How Tweet It Is: A Gendered Analysis of Professional Tennis Players’ Self-Presentation on Twitter

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Katie Lebel Western University, Canada

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Karen Danylchuk Western University, Canada

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The innovations of social media have altered the traditional methods of fan–athlete interaction while redefining how celebrity athletes practice their roles as celebrities. This study explored gender differences in professional athletes’ self-presentation on Twitter. Content analyses were used to compare male and female athletes’ tweets relayed by all professional tennis players with a verified Twitter account. Profile details and messages were scoured for themes and patterns of use during the time surrounding the 2011 U.S. Open Tennis Championships. Goffman’s seminal 1959 theory of self-presentation guided the analysis. While athlete image construction was found to be largely similar between genders, male athletes were found to spend more time in the role of sport fan while female athletes spent more time in the role of brand manager.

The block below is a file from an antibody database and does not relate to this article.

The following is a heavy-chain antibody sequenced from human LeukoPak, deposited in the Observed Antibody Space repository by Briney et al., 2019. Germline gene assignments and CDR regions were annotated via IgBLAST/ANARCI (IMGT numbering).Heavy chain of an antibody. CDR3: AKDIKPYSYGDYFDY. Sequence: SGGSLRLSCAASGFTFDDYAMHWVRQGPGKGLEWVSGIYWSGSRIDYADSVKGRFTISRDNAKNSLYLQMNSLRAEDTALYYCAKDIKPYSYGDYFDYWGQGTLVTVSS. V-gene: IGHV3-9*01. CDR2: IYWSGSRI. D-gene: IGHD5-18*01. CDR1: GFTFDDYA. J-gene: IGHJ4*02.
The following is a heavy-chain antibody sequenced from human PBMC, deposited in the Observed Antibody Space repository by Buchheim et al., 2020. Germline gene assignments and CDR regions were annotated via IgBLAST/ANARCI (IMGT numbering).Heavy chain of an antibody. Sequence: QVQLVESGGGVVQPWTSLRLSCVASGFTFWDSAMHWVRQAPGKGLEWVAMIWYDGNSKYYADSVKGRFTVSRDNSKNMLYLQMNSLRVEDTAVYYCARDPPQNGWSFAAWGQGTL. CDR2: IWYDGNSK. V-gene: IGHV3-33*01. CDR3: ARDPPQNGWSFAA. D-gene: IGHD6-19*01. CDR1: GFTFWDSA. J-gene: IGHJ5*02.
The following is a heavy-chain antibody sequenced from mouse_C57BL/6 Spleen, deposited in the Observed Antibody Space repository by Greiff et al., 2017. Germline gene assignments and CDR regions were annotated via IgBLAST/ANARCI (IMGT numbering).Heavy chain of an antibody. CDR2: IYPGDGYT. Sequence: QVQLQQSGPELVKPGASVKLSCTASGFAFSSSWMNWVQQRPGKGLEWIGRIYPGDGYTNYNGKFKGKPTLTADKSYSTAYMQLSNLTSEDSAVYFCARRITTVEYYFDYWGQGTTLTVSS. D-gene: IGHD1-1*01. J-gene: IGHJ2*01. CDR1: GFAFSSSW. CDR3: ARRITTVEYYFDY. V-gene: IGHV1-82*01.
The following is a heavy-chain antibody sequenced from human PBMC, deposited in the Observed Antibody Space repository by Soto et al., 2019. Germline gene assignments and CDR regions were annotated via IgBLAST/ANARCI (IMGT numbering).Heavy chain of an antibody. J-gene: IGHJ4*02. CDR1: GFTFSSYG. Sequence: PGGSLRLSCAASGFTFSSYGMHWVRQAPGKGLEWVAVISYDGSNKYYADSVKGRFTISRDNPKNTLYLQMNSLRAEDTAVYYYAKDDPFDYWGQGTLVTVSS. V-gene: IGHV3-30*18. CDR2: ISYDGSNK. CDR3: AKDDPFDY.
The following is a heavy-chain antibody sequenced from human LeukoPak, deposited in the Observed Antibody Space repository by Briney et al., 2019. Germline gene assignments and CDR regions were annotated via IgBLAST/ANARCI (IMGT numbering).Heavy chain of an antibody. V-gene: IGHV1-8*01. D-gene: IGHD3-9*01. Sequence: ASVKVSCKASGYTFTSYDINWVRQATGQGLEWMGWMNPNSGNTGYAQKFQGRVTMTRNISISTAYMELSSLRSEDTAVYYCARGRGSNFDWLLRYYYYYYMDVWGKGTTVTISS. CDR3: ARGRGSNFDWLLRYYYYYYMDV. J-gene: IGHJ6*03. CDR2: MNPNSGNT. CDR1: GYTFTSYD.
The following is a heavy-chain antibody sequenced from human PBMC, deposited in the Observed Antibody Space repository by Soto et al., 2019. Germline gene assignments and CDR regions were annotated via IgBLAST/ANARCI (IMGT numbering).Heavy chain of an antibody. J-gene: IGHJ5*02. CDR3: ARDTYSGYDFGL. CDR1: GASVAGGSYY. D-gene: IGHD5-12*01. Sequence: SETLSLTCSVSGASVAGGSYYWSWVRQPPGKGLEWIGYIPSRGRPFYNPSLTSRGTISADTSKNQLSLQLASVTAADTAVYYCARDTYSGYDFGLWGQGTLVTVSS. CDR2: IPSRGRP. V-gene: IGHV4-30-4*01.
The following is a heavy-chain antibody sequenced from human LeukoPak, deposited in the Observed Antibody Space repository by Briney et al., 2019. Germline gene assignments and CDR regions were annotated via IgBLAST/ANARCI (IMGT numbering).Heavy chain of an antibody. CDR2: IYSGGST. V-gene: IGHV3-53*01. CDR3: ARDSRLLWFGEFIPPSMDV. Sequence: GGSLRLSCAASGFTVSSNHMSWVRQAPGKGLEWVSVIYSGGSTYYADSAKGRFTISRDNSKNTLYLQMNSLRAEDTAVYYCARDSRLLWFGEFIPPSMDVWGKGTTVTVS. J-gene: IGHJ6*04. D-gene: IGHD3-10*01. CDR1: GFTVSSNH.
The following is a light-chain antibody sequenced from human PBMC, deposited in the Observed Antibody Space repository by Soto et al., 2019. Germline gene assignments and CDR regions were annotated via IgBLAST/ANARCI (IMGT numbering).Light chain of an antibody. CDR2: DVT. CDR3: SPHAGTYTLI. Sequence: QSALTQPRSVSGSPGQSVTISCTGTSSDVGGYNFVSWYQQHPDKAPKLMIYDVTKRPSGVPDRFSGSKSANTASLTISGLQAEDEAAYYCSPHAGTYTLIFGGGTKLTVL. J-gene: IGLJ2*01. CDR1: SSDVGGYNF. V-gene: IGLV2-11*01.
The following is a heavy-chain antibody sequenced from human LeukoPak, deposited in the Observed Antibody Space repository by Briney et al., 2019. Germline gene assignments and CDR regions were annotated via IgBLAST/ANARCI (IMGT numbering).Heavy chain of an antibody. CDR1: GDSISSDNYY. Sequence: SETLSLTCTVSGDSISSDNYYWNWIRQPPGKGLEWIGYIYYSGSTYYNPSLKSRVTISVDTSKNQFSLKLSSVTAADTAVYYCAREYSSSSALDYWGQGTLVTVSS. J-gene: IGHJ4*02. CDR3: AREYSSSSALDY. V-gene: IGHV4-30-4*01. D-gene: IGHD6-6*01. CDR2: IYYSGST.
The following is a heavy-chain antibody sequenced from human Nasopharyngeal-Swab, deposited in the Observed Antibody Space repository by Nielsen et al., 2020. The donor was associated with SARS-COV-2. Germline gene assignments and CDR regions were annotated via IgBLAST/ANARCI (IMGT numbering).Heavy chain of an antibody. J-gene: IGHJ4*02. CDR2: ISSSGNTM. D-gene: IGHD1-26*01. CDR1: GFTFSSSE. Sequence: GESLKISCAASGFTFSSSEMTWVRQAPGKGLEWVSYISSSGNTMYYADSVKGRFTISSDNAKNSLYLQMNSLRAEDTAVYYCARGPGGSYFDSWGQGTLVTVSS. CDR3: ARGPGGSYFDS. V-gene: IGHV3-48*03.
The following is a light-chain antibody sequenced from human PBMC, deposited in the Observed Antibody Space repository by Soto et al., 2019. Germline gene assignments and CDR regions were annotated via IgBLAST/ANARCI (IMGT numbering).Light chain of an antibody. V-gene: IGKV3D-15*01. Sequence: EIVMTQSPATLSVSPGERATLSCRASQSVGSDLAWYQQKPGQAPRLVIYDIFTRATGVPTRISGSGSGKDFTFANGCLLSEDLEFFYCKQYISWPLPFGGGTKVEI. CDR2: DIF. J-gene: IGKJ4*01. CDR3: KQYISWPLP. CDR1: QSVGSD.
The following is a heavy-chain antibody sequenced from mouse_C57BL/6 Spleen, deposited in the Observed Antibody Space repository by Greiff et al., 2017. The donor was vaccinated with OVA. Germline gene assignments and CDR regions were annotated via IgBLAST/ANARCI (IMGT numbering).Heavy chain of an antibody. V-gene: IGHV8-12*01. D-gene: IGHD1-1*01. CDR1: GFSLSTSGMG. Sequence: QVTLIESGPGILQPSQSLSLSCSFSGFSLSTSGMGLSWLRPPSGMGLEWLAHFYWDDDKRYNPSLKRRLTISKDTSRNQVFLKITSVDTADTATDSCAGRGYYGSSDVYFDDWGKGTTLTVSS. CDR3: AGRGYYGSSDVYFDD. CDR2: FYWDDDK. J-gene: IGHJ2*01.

The authors are with the School of Kinesiology, Western University, London, ON, Canada.

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